These days, finding love online is as commonplace as ordering that coveted sweater. But back in 2003, the whole concept of internet dating was still quite new, with a stigma attached to it that meant those who were willing to test the waters faced a fair amount of skepticism from friends and family.
Such is the case for Chloe Thompson, a restless 20-something tired of the typical dating scene and curious about what she might find inside her parents’ computer. With two serious but failed relationships behind her, Chloe isn’t even entirely sure what she’s looking for. She just knows that whatever it is, she wants to find it.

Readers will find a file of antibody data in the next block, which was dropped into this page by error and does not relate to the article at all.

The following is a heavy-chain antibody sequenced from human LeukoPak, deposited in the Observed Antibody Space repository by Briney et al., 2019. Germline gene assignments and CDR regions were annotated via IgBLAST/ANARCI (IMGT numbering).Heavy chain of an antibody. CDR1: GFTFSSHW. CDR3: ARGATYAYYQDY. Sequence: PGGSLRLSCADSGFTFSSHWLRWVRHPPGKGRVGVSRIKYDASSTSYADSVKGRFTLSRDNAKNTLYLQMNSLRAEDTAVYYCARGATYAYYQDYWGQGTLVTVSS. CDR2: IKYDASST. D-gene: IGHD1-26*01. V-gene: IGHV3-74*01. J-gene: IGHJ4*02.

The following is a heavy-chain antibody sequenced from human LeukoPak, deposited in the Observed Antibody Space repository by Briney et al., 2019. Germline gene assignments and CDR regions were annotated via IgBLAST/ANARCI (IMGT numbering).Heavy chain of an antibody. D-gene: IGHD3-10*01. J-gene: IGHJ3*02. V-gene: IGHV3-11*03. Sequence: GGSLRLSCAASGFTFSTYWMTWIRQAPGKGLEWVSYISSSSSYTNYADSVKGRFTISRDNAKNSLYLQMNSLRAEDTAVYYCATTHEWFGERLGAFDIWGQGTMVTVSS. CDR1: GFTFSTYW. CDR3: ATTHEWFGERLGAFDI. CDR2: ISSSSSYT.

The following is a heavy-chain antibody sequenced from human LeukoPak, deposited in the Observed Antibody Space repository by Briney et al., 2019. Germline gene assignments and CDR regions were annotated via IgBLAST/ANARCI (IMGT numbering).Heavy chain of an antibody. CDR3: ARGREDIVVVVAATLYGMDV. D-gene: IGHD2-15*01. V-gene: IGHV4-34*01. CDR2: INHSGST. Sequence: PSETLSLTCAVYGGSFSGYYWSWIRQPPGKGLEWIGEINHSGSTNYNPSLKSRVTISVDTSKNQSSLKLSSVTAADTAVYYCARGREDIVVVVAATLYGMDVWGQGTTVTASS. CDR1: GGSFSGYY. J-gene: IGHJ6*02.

Based loosely on author K. J. Farnham’s real-life online dating experiences, Chloe’s foray into online dating involves a head-first dive into a world of matches, ice breakers and the occasional offer of dick pics, all while Chloe strives to shake herself of the ex who just refuses to disappear. Will she simultaneously find herself and “the one” online, or will the ever-growing pile of humorous and downright disastrous dates only prove her friends and family right? There’s only one way to find out…
Click. Date. Repeat.